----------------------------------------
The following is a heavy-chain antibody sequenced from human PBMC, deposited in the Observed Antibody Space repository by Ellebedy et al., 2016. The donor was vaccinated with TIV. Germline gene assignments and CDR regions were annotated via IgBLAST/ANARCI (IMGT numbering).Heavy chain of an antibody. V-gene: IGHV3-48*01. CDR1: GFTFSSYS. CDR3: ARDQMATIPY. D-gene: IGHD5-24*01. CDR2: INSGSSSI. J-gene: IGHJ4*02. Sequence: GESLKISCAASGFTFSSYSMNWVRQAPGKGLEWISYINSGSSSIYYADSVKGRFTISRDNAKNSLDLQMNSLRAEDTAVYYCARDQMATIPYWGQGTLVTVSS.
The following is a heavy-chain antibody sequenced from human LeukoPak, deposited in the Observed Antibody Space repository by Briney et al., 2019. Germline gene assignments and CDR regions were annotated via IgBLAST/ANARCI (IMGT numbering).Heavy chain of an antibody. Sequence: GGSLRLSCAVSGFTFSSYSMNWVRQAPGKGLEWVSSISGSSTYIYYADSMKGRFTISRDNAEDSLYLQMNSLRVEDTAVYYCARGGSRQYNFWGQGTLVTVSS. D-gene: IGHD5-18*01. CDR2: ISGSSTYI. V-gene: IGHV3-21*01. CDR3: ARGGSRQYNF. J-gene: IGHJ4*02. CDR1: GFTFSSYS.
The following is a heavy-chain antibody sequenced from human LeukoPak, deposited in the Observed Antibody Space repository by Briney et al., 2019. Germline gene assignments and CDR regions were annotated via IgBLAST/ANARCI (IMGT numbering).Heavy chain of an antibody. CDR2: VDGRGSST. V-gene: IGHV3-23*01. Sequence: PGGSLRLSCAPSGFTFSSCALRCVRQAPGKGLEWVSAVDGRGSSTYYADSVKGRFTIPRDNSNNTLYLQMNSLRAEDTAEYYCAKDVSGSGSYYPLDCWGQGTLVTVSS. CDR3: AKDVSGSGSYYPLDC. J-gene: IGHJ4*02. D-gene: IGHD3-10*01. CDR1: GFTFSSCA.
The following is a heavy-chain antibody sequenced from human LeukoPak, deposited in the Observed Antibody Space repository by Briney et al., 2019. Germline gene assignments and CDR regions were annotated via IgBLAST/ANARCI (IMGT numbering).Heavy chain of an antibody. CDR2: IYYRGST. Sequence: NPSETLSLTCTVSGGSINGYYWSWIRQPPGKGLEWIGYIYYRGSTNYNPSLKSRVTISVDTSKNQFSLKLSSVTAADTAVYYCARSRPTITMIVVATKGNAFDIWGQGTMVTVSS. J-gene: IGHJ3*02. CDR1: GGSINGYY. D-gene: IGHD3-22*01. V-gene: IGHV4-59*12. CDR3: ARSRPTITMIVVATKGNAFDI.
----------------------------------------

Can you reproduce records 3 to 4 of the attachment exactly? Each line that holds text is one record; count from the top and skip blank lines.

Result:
The following is a heavy-chain antibody sequenced from human LeukoPak, deposited in the Observed Antibody Space repository by Briney et al., 2019. Germline gene assignments and CDR regions were annotated via IgBLAST/ANARCI (IMGT numbering).Heavy chain of an antibody. CDR2: VDGRGSST. V-gene: IGHV3-23*01. Sequence: PGGSLRLSCAPSGFTFSSCALRCVRQAPGKGLEWVSAVDGRGSSTYYADSVKGRFTIPRDNSNNTLYLQMNSLRAEDTAEYYCAKDVSGSGSYYPLDCWGQGTLVTVSS. CDR3: AKDVSGSGSYYPLDC. J-gene: IGHJ4*02. D-gene: IGHD3-10*01. CDR1: GFTFSSCA.
The following is a heavy-chain antibody sequenced from human LeukoPak, deposited in the Observed Antibody Space repository by Briney et al., 2019. Germline gene assignments and CDR regions were annotated via IgBLAST/ANARCI (IMGT numbering).Heavy chain of an antibody. CDR2: IYYRGST. Sequence: NPSETLSLTCTVSGGSINGYYWSWIRQPPGKGLEWIGYIYYRGSTNYNPSLKSRVTISVDTSKNQFSLKLSSVTAADTAVYYCARSRPTITMIVVATKGNAFDIWGQGTMVTVSS. J-gene: IGHJ3*02. CDR1: GGSINGYY. D-gene: IGHD3-22*01. V-gene: IGHV4-59*12. CDR3: ARSRPTITMIVVATKGNAFDI.